What is Volvo and when did it start making cars?
Volvo started building cars in 1927—company founders Assar Gabrielsson and Gustaf Larson saw that foreign cars weren’t able to cope with the snowy climes of their native Sweden, and wanted to build something safe enough to stay on the road. Bizarrely, their first car was the ÖV4, a cabriolet powered by a 1.9-liter four-cylinder engine. Dress warm, kids.
Safety has always been a key part of the Volvo philosophy—the company has been responsible for a raft of features we take for granted these days. It invented the three-point seatbelt in 1959 and the rear-facing child seat in 1964, and introduced head-protecting airbags on all its cars in 1998.
There are diminishing returns on such innovations—the 2018 V60’s thing was beeping at the driver if it thinks they’re tired. But cumulatively, it all adds up to the company’s safest car yet, scoring high on the Euro NCAP test.
Volvo is known as Swedish the world over, but it hasn’t been properly pickled herrings since 1999, when it was sold to Ford for $6.5 billion (a 1993 merger with Renault was knocked on the head by shareholders). It was a mixed period, with the Blue Oval trying to juggle a number of luxurious new acquisitions. The company was hit badly by the 2008 recession and was looking around to offload Volvo—which it did in 2010 to Chinese carmaker Geely, for $1.8 billion.
It’s been a fairly prosperous time, with a new engine range developed, a new shared platform to cut engineering costs, and a move upmarket with swankier cars. The two carmakers had initially intended to do a merger, but just recently, they stated their intention to “preserve their existing separate corporate structures” and do a joint powertrain collaboration instead.
Where are Volvos built, and how many does it build a year?
You might think of them as peculiarly Swedish, but Volvos are built all over the world—in fact, the company has had factories pumping out its motors in Belgium and Malaysia since the ’60s. There are factories in the US, India, and Russia that cater for various local tastes, but controversially (for some—everyone else doesn’t really care), production of the S90 sedan was moved from Sweden to China with the latest-generation version of the car. Gasp.
Numbers-wise, Volvo sold just over 700,000 cars in 2019, growing nearly 10% on the year before and well on its way to its target of 800,000 sales a year.
What cars does Volvo build?
Unlike with some other carmakers, Volvo’s range and naming system is simple and easy to understand. It has three sizes of cars, numbered 40, 60, and 90. If the number has an S in front, it’s a sedan; a V makes it a wagon, and XC means it’s some sort of SUV. Isn’t that great?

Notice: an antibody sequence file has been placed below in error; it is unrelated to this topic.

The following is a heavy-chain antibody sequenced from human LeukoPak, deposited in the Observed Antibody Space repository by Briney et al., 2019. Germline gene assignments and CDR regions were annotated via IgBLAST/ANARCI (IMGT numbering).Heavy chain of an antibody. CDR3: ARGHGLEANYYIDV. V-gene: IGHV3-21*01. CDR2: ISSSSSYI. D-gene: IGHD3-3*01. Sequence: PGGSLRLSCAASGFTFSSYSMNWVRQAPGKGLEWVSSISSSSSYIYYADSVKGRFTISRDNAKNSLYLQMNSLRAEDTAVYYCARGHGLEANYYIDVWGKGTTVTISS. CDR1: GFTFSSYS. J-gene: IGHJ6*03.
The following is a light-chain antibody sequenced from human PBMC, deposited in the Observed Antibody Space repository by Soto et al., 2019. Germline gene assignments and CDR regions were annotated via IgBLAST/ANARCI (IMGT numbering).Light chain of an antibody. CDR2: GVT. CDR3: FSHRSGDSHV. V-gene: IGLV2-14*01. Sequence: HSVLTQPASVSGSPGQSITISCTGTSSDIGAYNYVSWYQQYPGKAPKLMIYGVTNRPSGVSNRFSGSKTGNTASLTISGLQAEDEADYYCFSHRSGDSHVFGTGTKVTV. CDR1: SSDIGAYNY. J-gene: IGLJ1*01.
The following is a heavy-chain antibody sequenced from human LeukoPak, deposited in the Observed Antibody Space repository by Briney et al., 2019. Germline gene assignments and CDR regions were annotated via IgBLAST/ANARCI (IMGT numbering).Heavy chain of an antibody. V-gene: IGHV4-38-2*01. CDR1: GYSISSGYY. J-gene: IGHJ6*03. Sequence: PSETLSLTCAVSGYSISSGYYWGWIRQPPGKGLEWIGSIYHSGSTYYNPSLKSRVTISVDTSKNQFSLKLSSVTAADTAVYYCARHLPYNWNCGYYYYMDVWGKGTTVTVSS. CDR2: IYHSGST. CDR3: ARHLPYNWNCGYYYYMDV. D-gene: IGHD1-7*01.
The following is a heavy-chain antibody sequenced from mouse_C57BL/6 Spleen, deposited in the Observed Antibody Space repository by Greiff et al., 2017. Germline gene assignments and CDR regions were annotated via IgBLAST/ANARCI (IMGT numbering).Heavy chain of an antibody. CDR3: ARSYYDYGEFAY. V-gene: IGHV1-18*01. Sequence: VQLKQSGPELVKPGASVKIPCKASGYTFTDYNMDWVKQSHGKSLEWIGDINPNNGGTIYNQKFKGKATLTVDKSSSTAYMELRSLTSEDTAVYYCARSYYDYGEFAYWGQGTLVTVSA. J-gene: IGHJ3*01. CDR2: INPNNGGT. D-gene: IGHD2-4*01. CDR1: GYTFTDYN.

Currently, the 40 range only has an SUV, while the 60 and 90 lineups go the whole hog. There’s a new V40 on the way for 2022, and that’s about as ambitious as the Swedish firm is to expand its selection. What we’ll see over the next few years is the gradual electrification and refreshing of the existing cars.
Interestingly, the current naming structure was supposed to be a single digit, but Audi complained (S4, and so on), and the wagons were meant to be F for flexibility, but Ferrari complained (F40). It’s a minefield.
What’s the cheapest car Volvo builds, and what’s the most expensive?
The baby Volvo is the XC40 SUV, built on the company’s new CMA architecture, which it hopes will make it lots of money. At just over £25,000 (P1.69 million) for its base-spec XC40 Momentum Core variant, that one probably isn’t the golden ticket to early retirement its creators hope. The XC40 range goes up to around £60,000 (P4.06 million) for the fully-electric version.
Coincidentally, the cheapest production car that Volvo sells is another EV—its S90 ride-on electric car for kids. It costs only £341 (P23,100), but the range is a miserable 4.5km. So, probably not a practical proposition.
The most expensive Volvo is the XC90 SUV—specifically, the £73,970 (P5 million) Inscription Pro Recharge version, which is so extravagant, it has two engines. Admittedly, one of them is electric.
Strictly confidentially, if you happen to be a very important person with a tendency to get shot at or blown up, and you don’t want to be ferried around in the same tat as everyone else, then Volvo does do an armored version of the XC90 that quietly starts at around £450,000 (P30 million).
What’s the fastest ever car Volvo builds/has built?
Volvo and speed have never really gone together—no one needs max top speed when they’re shifting a wardrobe or driving through meters of snow in deepest, brightest Scandinavia. That said, the firm did enter the British touring car championship in the ’90s, but it raced a wagon.